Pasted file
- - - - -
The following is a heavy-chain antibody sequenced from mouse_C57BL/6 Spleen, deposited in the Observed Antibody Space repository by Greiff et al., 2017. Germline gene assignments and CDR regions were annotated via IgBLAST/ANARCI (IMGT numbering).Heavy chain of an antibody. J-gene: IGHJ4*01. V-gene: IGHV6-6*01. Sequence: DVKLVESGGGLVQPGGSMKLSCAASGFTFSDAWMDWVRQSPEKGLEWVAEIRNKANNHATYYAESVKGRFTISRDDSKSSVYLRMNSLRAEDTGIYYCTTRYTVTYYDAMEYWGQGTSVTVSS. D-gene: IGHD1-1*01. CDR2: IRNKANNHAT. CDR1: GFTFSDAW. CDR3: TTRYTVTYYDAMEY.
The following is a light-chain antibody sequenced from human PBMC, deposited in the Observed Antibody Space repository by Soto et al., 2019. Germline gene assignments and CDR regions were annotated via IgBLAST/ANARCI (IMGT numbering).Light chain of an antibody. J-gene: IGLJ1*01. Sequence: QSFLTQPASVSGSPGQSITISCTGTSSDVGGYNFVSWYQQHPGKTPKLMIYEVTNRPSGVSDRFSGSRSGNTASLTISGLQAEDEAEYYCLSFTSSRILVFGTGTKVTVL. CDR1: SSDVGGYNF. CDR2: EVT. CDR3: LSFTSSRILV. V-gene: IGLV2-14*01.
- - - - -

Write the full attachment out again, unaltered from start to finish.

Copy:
The following is a heavy-chain antibody sequenced from mouse_C57BL/6 Spleen, deposited in the Observed Antibody Space repository by Greiff et al., 2017. Germline gene assignments and CDR regions were annotated via IgBLAST/ANARCI (IMGT numbering).Heavy chain of an antibody. J-gene: IGHJ4*01. V-gene: IGHV6-6*01. Sequence: DVKLVESGGGLVQPGGSMKLSCAASGFTFSDAWMDWVRQSPEKGLEWVAEIRNKANNHATYYAESVKGRFTISRDDSKSSVYLRMNSLRAEDTGIYYCTTRYTVTYYDAMEYWGQGTSVTVSS. D-gene: IGHD1-1*01. CDR2: IRNKANNHAT. CDR1: GFTFSDAW. CDR3: TTRYTVTYYDAMEY.
The following is a light-chain antibody sequenced from human PBMC, deposited in the Observed Antibody Space repository by Soto et al., 2019. Germline gene assignments and CDR regions were annotated via IgBLAST/ANARCI (IMGT numbering).Light chain of an antibody. J-gene: IGLJ1*01. Sequence: QSFLTQPASVSGSPGQSITISCTGTSSDVGGYNFVSWYQQHPGKTPKLMIYEVTNRPSGVSDRFSGSRSGNTASLTISGLQAEDEAEYYCLSFTSSRILVFGTGTKVTVL. CDR1: SSDVGGYNF. CDR2: EVT. CDR3: LSFTSSRILV. V-gene: IGLV2-14*01.